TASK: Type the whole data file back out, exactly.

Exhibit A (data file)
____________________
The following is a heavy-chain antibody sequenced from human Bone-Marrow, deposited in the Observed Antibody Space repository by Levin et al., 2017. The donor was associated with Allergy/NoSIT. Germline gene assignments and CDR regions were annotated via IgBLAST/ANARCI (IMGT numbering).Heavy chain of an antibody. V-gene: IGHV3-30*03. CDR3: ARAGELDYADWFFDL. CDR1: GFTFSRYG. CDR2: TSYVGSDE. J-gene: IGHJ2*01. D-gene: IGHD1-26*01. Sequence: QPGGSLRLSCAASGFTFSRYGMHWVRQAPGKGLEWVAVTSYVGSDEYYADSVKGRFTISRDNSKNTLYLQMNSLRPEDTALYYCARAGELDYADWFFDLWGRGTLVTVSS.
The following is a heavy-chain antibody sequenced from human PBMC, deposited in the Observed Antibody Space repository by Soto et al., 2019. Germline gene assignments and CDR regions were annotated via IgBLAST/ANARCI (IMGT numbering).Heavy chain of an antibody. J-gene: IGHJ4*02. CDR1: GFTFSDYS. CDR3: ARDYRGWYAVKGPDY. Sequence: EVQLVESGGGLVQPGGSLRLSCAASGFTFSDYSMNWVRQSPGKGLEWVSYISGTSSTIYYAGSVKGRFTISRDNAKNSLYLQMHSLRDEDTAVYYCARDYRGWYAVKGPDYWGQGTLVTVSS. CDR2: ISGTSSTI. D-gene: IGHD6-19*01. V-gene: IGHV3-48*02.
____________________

The following is a heavy-chain antibody sequenced from human Bone-Marrow, deposited in the Observed Antibody Space repository by Levin et al., 2017. The donor was associated with Allergy/NoSIT. Germline gene assignments and CDR regions were annotated via IgBLAST/ANARCI (IMGT numbering).Heavy chain of an antibody. V-gene: IGHV3-30*03. CDR3: ARAGELDYADWFFDL. CDR1: GFTFSRYG. CDR2: TSYVGSDE. J-gene: IGHJ2*01. D-gene: IGHD1-26*01. Sequence: QPGGSLRLSCAASGFTFSRYGMHWVRQAPGKGLEWVAVTSYVGSDEYYADSVKGRFTISRDNSKNTLYLQMNSLRPEDTALYYCARAGELDYADWFFDLWGRGTLVTVSS.
The following is a heavy-chain antibody sequenced from human PBMC, deposited in the Observed Antibody Space repository by Soto et al., 2019. Germline gene assignments and CDR regions were annotated via IgBLAST/ANARCI (IMGT numbering).Heavy chain of an antibody. J-gene: IGHJ4*02. CDR1: GFTFSDYS. CDR3: ARDYRGWYAVKGPDY. Sequence: EVQLVESGGGLVQPGGSLRLSCAASGFTFSDYSMNWVRQSPGKGLEWVSYISGTSSTIYYAGSVKGRFTISRDNAKNSLYLQMHSLRDEDTAVYYCARDYRGWYAVKGPDYWGQGTLVTVSS. CDR2: ISGTSSTI. D-gene: IGHD6-19*01. V-gene: IGHV3-48*02.